To further understand the impact of the sterol pathway and its regulation on HCV replication, we conducted a high-throughput combination chemical genetic screen using 16 chemical probes that are known to modulate the activity of target enzymes relating to the sterol biosynthesis pathway (Figure 1). Using this approach, we identified several novel antiviral targets including SREBP-2 as well as targets downstream of HMGCR in the sterol pathway such as oxidosqualene cyclase (OSC) and lanosterol demethylase. Many of our chemical probes, specifically SR-12813, farnesol and squalestatin, strongly promoted replicon replication. The actions of both farnesol and squalestatin ultimately result in an increase in the cellular pool of GGPP, which is known to increase HCV replication (Ye et al, 2003; Kapadia and Chisari, 2005; Wang et al, 2005).
Chemical combinations targeting enzymes upstream of squalene epoxidase (SQLE) at the top of the sterol pathway (Figure 4A) elicited Bateson-type epistatic responses (Boone et al, 2007), where the upstream agent's response predominates over the effects of inhibiting all downstream targets. This was especially notable for combinations including simvastatin and either U18666A or squalestatin, and for squalestatin in combination with Ro48-8071. Treatment with squalestatin prevents the SQLS substrate, farnesyl pyrophosphate (FPP) from being further metabolized by the sterol pathway. As FPP concentrations increase, the metabolite can be shunted away from the sterol pathway toward farnesylation and GGPP synthetic pathways, resulting in an increase in host protein geranylgeranylation, including FBL2, and consequently replicon replication. This increase in replicon replication explains the source of the observed epistasis over Ro48-8071 treatment.
Combinations between probes targeting enzymes downstream of and including OSC produced robust synergies with each other or with a PGGT inhibitor. Figure 4B highlights examples of antiviral synergy resulting from treatment of cells with an OSC inhibitor in combination with an inhibitor of either an enzyme upstream or downstream of OSC. A combination of terconazole and U18666A is synergistic without similar combination effects in the host proliferation screen. Likewise, clomiphene was also synergistic when added to replicon cells in combination with U18666A. One of the greatest synergies observed downstream in the sterol pathway is a combination of amorolfine and AY 9944, suggesting that there is value in developing combinations of drugs that target enzymes in the sterol pathway, which are downstream of HMGCR.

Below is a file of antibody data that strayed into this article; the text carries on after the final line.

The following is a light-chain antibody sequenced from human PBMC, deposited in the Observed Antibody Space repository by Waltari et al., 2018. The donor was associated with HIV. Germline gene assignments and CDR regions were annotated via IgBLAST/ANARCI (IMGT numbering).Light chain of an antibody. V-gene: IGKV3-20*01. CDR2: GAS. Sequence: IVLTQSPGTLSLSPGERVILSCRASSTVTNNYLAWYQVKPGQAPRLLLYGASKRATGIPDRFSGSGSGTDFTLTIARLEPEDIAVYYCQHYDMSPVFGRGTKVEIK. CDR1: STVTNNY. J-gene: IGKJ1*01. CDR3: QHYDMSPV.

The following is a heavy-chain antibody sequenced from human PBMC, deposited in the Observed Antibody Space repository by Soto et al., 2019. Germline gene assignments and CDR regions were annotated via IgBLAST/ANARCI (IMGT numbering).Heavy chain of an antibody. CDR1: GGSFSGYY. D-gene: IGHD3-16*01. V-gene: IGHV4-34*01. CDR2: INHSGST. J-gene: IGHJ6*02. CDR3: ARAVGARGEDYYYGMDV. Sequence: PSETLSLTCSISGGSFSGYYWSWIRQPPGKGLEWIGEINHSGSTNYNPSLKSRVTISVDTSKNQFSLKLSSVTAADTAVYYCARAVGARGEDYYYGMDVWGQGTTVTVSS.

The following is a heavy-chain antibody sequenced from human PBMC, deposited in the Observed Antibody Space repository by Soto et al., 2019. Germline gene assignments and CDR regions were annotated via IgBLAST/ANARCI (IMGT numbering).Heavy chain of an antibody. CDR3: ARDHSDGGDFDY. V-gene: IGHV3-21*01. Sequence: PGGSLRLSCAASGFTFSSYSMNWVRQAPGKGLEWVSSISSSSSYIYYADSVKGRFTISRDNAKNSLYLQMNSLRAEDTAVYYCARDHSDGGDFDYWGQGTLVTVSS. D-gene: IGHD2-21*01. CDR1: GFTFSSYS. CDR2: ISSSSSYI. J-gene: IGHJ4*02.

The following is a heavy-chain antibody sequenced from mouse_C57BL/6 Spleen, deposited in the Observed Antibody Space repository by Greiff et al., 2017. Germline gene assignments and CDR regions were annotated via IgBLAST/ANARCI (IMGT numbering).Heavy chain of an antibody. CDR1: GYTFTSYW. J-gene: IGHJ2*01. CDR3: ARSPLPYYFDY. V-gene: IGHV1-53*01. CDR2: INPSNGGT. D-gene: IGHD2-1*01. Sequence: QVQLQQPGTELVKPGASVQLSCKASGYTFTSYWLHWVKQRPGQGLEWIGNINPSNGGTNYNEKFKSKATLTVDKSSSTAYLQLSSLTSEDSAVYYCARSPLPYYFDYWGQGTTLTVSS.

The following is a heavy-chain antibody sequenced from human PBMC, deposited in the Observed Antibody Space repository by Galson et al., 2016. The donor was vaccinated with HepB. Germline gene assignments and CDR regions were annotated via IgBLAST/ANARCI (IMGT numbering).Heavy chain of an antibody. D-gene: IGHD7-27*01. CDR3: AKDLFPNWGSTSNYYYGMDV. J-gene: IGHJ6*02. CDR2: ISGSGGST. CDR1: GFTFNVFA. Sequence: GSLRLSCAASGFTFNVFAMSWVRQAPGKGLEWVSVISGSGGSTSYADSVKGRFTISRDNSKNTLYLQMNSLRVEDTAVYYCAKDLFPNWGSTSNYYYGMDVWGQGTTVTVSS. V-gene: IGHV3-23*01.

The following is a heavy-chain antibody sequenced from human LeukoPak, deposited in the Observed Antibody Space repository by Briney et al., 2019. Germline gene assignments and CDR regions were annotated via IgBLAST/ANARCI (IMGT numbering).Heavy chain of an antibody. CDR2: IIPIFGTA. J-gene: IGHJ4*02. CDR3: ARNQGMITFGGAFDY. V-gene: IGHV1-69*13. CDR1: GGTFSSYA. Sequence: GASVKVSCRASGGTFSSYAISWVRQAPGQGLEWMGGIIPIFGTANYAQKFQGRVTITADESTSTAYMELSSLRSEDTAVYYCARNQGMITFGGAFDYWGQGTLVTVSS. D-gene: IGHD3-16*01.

Interactions with the protein prenylation pathway also showed strong mechanistic patterns (Figure 4C). GGTI-286 is a peptidomimetic compound resembling the CAAX domain of a protein to be geranylgeranylated and is a competitive inhibitor of protein geranylgeranylation. Simvastatin impedes the antiviral effect of GGTI-286 at low concentrations but that antagonism is balanced by comparable synergy at higher concentrations. At the low simvastatin concentrations, a compensatory increase in HMGCR expression leads to increased cellular levels of GGPP, which are likely to result in an increase in PGGT enzymatic turnover and decreased GGTI-286 efficacy. The antiviral synergy observed at the higher inhibitor concentrations is likely nonspecific as synergy was also observed in a host viability assay. Further downstream, however, a competitive interaction was observed between GGTI-286 and squalestatin, where the opposing effect of one compound obscures the other compound's effect. This competitive relationship between GGTI and SQLE explains the epistatic response observed between those two agents. For inhibitors of targets downstream of OSC, such as amorolfine, there are strong antiviral synergies with GGTI-286. Notably, combinations with OSC inhibitors and GGTI-286 were selective, in that comparable synergy was not found in a host viability assay. This selectivity suggests that jointly targeting OSC and PGGT is a promising avenue for future HCV therapy development.